NOW AVAILABLE: The fourth edition of The Eagle Court of Honor Book is now available from EagleBook.com and on Amazon! Updated to reflect the inclusion of girls in Scouts BSA, the book features gender-neutral ceremonies, a new Scouting segment called “Scouting for Girls,” and downloadable boys’ and girls’ versions of all ceremony materials. Print versions will be available soon from Amazon and ScoutStuff.org.

And We Have Some Loving Parting Gifts….

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One of the many purposes of an Eagle court of honor is to inspire other Scouts in the troop to work toward becoming Eagle Scouts. In fact, you can tell that your court of honor has been a success if it’s followed by a flurry of work on Eagle projects and Eagle-required merit badges.

Several years ago, a reader of The Eagle Court of Honor Book shared a neat way her troop inspired future Eagle Scouts at one court of honor. At a local bargain outlet, they bought a dozen statuettes of an eagle set on an American flag and used them as centerpieces. Then, at the close of the ceremony, each troop member was invited to take a statuette home to inspire him on his trail to Eagle. As that reader described it, “The Scouts were thrilled with the gift and left holding their inexpensive eagle statues in high regard.”

Of course, you may not find statuettes like that the next time you go shopping. But there are plenty of ways you could adapt this idea. For example, the Scout Shop sells two $4.99 coins that might do the trick: The Scout Oath and Scout Law Coin and the “Do a Good Turn” Spinner coin. And every Scout doesn’t have to take something home. During his or her remarks, the honoree could give statuettes, coins, or other gifts to the Life Scouts in the room. Or a special gift could go to the newest troop member in attendance. (You could even take an extra court-of-honor invitation and print it up with that Scout’s name and “TBD” for the court of honor date.)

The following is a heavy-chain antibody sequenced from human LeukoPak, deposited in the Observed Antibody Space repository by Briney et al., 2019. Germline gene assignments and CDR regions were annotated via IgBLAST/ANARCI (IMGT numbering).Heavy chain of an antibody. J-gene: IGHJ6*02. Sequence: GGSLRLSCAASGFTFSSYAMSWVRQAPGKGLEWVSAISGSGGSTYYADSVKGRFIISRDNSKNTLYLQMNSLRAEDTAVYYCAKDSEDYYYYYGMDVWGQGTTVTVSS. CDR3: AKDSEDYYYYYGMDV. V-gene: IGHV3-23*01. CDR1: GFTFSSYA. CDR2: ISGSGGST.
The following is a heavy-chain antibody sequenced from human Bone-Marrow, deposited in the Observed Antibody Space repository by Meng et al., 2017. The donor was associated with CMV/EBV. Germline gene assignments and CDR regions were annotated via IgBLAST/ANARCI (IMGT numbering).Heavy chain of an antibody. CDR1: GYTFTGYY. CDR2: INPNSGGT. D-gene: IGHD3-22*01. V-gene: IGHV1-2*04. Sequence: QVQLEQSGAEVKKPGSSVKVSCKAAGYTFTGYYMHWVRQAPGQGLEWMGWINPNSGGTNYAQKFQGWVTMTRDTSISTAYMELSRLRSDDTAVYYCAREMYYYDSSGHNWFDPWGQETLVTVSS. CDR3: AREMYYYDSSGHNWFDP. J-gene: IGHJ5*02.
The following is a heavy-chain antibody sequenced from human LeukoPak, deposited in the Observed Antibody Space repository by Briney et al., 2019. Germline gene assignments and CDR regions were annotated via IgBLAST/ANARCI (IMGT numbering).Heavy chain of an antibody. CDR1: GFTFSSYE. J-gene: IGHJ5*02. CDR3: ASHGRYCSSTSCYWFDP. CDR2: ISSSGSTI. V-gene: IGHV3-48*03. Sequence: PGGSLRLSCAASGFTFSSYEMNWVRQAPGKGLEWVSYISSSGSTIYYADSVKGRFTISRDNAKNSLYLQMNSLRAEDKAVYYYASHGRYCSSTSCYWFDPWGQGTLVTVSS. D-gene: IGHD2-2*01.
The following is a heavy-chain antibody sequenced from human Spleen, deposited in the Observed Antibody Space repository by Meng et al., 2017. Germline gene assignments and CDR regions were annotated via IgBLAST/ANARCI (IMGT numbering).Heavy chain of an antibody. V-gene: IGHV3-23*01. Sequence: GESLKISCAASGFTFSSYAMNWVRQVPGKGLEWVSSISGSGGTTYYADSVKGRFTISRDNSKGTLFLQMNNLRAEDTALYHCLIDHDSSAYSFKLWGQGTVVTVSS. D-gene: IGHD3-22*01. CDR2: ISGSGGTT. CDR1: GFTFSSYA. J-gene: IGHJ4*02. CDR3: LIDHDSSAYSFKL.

The point of all this is not to send attendees home with something tangible. The point is to send them home with something far more valuable: the desire to become Eagle Scouts themselves.


NOW AVAILABLE: The fourth edition of The Eagle Court of Honor Book is now available from EagleBook.com and on Kindle! Updated to reflect the inclusion of girls in Scouts BSA, the book features gender-neutral ceremonies, a new Scouting segment called “Scouting for Girls,” and downloadable boys’ and girls’ versions of all ceremony materials. Print versions will be available soon from Amazon and ScoutStuff.org.

Is Virtue Its Own Reward in Scouting?

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I’m a lurker in a few Scouting groups on Facebook, and I’ve become very familiar with questions like this:

  • Does your troop give service hours for participating in parades?
  • How does your troop allocate money to Scout accounts for group fundraisers like car washes?
  • What advancement requirements does attending National Youth Leadership Training fulfill?

Although I know nothing about the people posting these questions, it seems to me that they have a very transactional view of Scouting. In other words, if a Scout does X, he or she should earn Y.

But neither X nor Y is why the Boy Scouts of America exists. Instead, we exist, as our Mission Statement says, to prepare young people to make ethical and moral choices over their lifetimes by instilling in them the values of the Scout Oath and Scout Law. Our aims are not badges; they are character development, citizenship training, leadership, and mental and physical fitness. The journey, not the badge, is the reward.